A classic Wall Street question. If a talented trader and his division are capable of generating a billion dollar profits, shouldn't he and his staff be entitled to a percentage of that profits. Perhaps a $100 million a year? Sounds reasonable? Ask say Lloyd Blankfein, he would most likely say yes.
This is not a hypothetical situation. A trader at Citibank is expected to walk away with $100 million bonus because his trading division has been very profitable. Read this.
Spare a moment to think through this. A George Soros,, founder and owner of Soros Management who has generated many billions over the years starting from scratch with a two person office has earned his bonuses by proving to the world that he did it "his way", none others.
Citicorp, a giant corporation with a global reach, whose origin goes back to Citibank, founded in 1812, has access to more privileged information without much cost of gathering and at a speed unavailable to most of us. So a trader working for Citicorp would have an advantage that comes with the corporation he had done nothing to contribute.
To reward him with a $100 million without rewarding to many others in the same corporation to have helped gathered whatever information he needed, or who have given the trader insights to make a big profit for the company is simply mindless and unfair which was, indeed, symptomatic of the twisted values during a bubble.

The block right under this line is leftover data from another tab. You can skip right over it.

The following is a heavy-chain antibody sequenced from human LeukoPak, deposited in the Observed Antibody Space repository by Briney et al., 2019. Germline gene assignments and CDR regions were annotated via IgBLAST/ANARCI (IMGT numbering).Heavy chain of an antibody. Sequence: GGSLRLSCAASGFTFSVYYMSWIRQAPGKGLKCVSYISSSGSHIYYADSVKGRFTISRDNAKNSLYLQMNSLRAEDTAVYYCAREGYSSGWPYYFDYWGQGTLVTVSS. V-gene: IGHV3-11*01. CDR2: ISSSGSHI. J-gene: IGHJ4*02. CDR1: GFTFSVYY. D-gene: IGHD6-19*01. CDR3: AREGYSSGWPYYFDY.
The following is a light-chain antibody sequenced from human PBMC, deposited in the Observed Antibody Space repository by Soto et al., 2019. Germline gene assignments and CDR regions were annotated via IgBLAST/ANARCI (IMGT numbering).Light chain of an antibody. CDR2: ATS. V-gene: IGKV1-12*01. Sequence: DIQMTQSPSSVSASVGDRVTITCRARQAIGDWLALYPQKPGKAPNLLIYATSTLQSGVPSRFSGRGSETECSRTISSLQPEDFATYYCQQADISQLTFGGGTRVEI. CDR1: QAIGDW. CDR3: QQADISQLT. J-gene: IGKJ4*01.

By the way if he had bet wrong, the shareholders of Citicorp would have suffered, and indeed, many shareholders and clients of Wall Street firms have due to that very same reason.
But when he bet right, he and other traders would walk away with a prince ransom.
If Soros had bet wrong, his own personal pocket would have suffered along with his clients. The worse that could happen to the Andrew Halls of the world would be just their job.
So, it would be interesting to see how the US Government is going to handle this case. The guy had a contract signed, of course, during the bubble years that, I guess, would bind Citi legally to pay him.
During those years Wall Street firms would sign any similar contracts to traders who they thought were geniuses. Those Wall Street leaders forgot and will continue to forget that in a bubble "everyone" is a genius, until the bubble bursts.